A German startup is working on a tabletop 'vertical farming' machine that can produce all the vegetables a small family needs, every day. The device will be on sale sometime next year. Sounds like you could use one in space, right?
Vertical farming is the idea that you can use precious agricultural land much more efficiently if you stack fields on top of one another. You could have many fields instead of one, on the same surface area. If you do, of course you can't use natural rainfall. Light will be a problem too, so you will have to meet the needs of your crop artificially. But there's an upside to this: the land that you place your agricultural highrise building on doesn't even have to be fertile! All you need is a floor.
Thinking further outside the box, your field doesn't have to be the size of what most people would picture as a field. Everything can be inside of a box.
That's what a couple of students at HAS University in Den Bosch, the Netherlands decided to design about three years ago. The company they founded is called Agrilution and is now based in Munich, Germany. Their main product is called the PlantCube and it's the size of a small fridge (60x60x90 cm). Inside are two drawers that you can grow your veggies in.
'The PlantCube can produce about 200 grams of vegetables a day,' says Maximilian Loessl, founder and CEO of Agrilution in a Skype conversation. 'An average person needs 400 grams, but since we can control circumstances in the PlantCube, we can reach higher nutrutional values and 200 grams should be enough for two adults and a small child.'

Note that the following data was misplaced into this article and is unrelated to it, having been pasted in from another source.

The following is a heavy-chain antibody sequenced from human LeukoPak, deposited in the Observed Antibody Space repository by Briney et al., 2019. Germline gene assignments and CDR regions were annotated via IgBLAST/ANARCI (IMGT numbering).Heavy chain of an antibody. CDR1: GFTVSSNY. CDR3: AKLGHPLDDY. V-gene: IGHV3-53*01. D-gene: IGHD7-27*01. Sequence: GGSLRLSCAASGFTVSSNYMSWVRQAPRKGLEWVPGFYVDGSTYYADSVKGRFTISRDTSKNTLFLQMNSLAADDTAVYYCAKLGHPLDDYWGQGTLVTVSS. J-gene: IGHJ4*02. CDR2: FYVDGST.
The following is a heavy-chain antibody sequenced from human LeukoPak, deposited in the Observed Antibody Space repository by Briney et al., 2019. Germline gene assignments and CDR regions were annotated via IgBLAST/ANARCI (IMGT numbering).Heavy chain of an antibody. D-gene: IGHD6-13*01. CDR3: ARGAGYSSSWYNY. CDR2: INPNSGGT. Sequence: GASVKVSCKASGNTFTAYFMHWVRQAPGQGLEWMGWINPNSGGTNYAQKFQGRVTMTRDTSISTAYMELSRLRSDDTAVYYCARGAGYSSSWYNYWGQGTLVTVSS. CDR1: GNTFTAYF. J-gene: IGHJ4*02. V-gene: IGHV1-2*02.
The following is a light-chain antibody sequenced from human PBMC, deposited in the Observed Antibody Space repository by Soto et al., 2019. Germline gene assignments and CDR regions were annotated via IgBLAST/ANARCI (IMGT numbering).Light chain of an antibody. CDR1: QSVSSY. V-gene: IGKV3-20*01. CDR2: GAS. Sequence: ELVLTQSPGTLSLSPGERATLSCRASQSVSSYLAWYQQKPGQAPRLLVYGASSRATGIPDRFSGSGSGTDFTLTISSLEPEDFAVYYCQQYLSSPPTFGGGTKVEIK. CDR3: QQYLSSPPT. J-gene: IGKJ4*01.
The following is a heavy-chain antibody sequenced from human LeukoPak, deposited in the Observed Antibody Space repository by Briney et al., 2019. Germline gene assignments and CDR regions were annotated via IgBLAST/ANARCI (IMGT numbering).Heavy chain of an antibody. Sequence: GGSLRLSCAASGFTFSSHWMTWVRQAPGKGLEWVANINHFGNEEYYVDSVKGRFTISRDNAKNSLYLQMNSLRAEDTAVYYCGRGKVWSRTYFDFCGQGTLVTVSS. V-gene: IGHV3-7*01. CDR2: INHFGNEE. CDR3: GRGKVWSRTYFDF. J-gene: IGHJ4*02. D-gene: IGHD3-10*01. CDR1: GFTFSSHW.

Inside the cube all circumstances are controlled, such as nutrients, water and temperature. 'For ventilation we exchange air a couple of times a day,' explains Loessl. 'If we had continuous ventilation, we would lose too much water.' Plants need CO2 to grow as well, and control of CO2 content of the air will be added soon. Light is supplied by LED lamps, which are energy efficient and don't add too much heat. According to Maximilian Loessl the PlantCube will use 200W of power, about the same as a desktop computer.
Which kinds of vegetables can you grow? 'At this point, mainly leafy greens, like rucola,' says Loessl. You can, even should, grow combinations of vegetables, but only in groups that require more or less the same circumstances. Loessl: 'Not rucola and basil together, because rucola likes lots of light while basil needs night.' Agrilution will sell refill seed supplies with preselected groups that grow together nicely. The company will select species that grow fast but stay small, so they don't outgrow the box they live in. Right now they are looking at lettices and herbs. Later there will be selections with tomatoes, cucumbers and strawberries, for instance. Bigger Plantcubes will be on sale in the future.
How about the space angle? This story sounds like part of the answer to our recent one about space-grown lettuce. Apparently you can grow - on Earth at least - enough vegetables for a crew of six in almost exactly one cubic meter (do the math!). Loessl stresses the PlantCube is designed for use on Earth but he is working with the German space agency on this.
For now, Loessl can't tell when the PlanCube will hit the market or how much it will cost. Launch should be sometime next year.
Herbert Blankesteijn is a technology journalist from the Netherlands who has written for many prominent Dutch newspapers. He presented and directed television and radio programmes and has 10 books to his name. Herbert is interested in nascent fields such as 3D printing, drones, robotics and the private space business.